“Come to Me”: the Master is addressing the crowds who are following Him, “harassed and helpless, like sheep without a shepherd” (Matthew 9:36). The Pharisees weighed them down with an endless series of petty regulations (cf. Acts 15:10), yet they brought no peace to their souls. Jesus tells these people, and us, about the kind of burden He imposes: “Any other burden oppresses and crushes you, but Christ’s actually takes weight off you. Any other burden weighs down, but Christ’s gives you wings. If you take a bird’s wings away, you might seem to be taking weight off it, but the more weight you take off, the more you tie it down to the earth. There it is on the ground, and you wanted to relieve it of a weight; give it back the weight of its wings and you will see how it flies” (St. Augustine, “Sermon” 126).
“All you who go about tormented, afflicted and burdened with the burden of your cares and desires, go forth from them, come to Me and I will refresh you and you shall find for your souls the rest which your desires take from you” (St. John of the Cross, “Ascent of Mount Carmel”, Book 1, Chapter 7, 4).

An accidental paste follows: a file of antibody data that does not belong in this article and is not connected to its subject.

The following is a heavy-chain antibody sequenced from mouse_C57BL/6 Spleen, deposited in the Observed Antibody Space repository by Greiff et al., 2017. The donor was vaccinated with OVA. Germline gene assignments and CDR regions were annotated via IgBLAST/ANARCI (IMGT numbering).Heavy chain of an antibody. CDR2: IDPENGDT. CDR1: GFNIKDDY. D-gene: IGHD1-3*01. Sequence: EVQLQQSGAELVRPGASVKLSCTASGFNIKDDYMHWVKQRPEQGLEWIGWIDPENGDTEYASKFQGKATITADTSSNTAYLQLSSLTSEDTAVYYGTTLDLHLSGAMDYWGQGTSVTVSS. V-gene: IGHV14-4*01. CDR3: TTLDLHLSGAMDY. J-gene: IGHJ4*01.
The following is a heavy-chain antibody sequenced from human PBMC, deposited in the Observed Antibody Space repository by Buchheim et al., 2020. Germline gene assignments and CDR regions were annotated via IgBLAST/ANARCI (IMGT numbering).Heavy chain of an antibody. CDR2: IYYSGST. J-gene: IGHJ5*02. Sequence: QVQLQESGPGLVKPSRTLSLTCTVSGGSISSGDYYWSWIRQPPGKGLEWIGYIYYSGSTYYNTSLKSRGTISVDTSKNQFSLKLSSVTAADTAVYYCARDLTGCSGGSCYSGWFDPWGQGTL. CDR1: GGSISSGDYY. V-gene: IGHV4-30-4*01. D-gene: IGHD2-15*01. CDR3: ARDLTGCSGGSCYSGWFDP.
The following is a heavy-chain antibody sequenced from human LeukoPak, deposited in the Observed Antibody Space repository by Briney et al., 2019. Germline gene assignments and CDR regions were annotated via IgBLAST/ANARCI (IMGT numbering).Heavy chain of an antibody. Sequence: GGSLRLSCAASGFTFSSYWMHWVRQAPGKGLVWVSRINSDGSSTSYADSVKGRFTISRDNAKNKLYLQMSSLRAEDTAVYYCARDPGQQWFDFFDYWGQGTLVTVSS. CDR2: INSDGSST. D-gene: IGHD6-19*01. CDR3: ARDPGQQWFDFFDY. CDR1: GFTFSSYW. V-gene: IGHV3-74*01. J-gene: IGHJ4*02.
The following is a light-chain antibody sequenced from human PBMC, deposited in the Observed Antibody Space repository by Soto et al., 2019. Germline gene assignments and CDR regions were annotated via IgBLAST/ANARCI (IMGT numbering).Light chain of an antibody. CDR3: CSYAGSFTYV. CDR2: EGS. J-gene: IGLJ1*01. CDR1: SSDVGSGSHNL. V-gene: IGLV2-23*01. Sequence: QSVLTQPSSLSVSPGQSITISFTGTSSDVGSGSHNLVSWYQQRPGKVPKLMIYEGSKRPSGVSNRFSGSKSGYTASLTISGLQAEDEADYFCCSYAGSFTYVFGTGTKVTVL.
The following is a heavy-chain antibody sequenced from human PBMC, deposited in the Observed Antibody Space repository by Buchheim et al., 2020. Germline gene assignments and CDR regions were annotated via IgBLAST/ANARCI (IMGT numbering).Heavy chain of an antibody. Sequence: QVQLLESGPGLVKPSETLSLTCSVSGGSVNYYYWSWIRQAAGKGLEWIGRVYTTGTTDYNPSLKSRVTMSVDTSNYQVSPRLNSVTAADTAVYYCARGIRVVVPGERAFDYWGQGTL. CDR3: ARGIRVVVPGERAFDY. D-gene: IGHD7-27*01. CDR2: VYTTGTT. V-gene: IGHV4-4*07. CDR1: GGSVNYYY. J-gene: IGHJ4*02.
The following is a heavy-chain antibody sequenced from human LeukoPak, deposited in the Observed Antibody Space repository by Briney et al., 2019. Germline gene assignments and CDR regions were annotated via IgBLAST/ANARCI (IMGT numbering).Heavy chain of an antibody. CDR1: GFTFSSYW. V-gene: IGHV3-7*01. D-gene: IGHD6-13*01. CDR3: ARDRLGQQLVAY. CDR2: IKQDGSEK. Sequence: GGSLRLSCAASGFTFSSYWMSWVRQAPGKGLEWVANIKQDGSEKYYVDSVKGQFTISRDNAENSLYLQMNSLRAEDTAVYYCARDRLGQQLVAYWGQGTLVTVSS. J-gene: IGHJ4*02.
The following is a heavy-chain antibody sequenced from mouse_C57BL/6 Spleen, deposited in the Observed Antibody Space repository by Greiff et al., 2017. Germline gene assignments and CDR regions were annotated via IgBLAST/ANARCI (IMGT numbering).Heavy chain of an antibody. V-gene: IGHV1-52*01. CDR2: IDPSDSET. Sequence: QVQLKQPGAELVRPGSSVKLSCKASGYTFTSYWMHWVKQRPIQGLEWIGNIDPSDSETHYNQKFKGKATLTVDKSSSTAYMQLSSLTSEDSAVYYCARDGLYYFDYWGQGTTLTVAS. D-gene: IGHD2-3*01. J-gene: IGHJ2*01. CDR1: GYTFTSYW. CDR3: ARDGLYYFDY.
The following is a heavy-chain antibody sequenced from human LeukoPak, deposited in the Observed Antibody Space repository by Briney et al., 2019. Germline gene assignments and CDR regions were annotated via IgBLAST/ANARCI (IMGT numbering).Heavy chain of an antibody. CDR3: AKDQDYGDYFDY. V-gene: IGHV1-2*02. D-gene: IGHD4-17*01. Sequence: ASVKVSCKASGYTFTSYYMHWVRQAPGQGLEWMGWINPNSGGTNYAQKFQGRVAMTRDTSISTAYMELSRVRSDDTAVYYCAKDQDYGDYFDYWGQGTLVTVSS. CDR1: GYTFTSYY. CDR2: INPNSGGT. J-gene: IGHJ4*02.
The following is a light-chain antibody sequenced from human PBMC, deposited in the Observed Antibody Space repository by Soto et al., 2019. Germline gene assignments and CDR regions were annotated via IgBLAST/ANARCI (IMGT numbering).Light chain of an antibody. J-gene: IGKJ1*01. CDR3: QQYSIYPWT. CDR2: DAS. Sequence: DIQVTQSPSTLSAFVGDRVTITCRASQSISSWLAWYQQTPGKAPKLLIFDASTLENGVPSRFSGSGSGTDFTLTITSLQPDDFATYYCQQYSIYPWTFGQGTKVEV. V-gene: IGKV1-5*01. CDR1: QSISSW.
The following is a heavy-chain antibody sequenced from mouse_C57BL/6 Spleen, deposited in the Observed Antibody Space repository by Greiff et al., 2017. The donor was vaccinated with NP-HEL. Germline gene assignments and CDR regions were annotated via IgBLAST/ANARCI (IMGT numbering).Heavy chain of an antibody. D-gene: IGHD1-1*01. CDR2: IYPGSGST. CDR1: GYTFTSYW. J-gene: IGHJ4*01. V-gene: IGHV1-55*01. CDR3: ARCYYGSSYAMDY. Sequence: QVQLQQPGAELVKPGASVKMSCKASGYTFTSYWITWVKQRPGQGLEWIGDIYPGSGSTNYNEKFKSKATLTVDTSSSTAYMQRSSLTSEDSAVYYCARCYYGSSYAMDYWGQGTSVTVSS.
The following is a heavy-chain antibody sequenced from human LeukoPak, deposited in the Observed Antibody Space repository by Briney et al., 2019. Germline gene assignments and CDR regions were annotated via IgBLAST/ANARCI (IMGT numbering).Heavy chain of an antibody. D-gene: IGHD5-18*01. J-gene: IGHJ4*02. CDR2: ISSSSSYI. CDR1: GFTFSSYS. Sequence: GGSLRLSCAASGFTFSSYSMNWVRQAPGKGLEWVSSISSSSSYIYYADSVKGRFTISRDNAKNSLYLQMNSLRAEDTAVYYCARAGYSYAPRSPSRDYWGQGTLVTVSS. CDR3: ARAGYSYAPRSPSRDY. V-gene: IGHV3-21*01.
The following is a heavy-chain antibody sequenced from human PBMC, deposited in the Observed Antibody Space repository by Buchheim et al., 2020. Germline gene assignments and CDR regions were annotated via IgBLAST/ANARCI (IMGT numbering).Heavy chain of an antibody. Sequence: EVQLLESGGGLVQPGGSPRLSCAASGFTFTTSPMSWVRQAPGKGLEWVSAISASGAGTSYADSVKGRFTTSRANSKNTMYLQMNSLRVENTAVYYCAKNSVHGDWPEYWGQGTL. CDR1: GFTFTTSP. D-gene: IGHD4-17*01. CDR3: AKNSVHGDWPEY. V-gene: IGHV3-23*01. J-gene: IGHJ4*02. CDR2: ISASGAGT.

Liturgical Colour: White.
These are the readings for the feria
|Isaiah 10:5-7,13-16 ©|
|Psalm 93(94):5-10,14-15 ©|
|Matthew 11:25-27 ©|
These are the readings for the memorial
|Ephesians 3:14-19 ©|
|Psalm 118(119):9-14 ©|
|Gospel||Matthew 23:8-12 ©|
|English: Douay-Rheims||Latin: Vulgata Clementina||Greek NT: Byzantine/Majority Text (2000)|
|25.||At that time Jesus answered and said: I confess to thee, O Father, Lord of heaven and earth, because thou hast hid these things from the wise and prudent, and hast revealed them to the little ones.||In illo tempore respondens Jesus dixit : Confiteor tibi, Pater, Domine cæli et terræ, quia abscondisti hæc a sapientibus, et prudentibus, et revelasti ea parvulis.||εν εκεινω τω καιρω αποκριθεις ο ιησους ειπεν εξομολογουμαι σοι πατερ κυριε του ουρανου και της γης οτι απεκρυψας ταυτα απο σοφων και συνετων και απεκαλυψας αυτα νηπιοις|